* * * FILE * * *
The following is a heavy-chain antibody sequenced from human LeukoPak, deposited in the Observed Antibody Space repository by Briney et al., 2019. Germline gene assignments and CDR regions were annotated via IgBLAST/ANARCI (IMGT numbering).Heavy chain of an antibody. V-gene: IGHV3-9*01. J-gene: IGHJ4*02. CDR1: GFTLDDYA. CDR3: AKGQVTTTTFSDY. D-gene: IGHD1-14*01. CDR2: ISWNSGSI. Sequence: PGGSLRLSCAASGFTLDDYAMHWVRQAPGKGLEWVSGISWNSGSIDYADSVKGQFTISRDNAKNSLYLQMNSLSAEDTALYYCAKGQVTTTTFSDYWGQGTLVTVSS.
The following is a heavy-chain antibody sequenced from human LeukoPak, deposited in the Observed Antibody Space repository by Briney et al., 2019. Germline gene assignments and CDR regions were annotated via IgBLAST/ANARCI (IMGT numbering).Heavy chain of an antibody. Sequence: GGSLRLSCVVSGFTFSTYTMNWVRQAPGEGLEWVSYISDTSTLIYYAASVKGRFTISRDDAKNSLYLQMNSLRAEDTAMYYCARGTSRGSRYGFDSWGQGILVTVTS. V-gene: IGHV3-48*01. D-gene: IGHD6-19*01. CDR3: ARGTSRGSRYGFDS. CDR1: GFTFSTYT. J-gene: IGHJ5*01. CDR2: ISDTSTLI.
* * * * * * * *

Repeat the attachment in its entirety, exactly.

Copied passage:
The following is a heavy-chain antibody sequenced from human LeukoPak, deposited in the Observed Antibody Space repository by Briney et al., 2019. Germline gene assignments and CDR regions were annotated via IgBLAST/ANARCI (IMGT numbering).Heavy chain of an antibody. V-gene: IGHV3-9*01. J-gene: IGHJ4*02. CDR1: GFTLDDYA. CDR3: AKGQVTTTTFSDY. D-gene: IGHD1-14*01. CDR2: ISWNSGSI. Sequence: PGGSLRLSCAASGFTLDDYAMHWVRQAPGKGLEWVSGISWNSGSIDYADSVKGQFTISRDNAKNSLYLQMNSLSAEDTALYYCAKGQVTTTTFSDYWGQGTLVTVSS.
The following is a heavy-chain antibody sequenced from human LeukoPak, deposited in the Observed Antibody Space repository by Briney et al., 2019. Germline gene assignments and CDR regions were annotated via IgBLAST/ANARCI (IMGT numbering).Heavy chain of an antibody. Sequence: GGSLRLSCVVSGFTFSTYTMNWVRQAPGEGLEWVSYISDTSTLIYYAASVKGRFTISRDDAKNSLYLQMNSLRAEDTAMYYCARGTSRGSRYGFDSWGQGILVTVTS. V-gene: IGHV3-48*01. D-gene: IGHD6-19*01. CDR3: ARGTSRGSRYGFDS. CDR1: GFTFSTYT. J-gene: IGHJ5*01. CDR2: ISDTSTLI.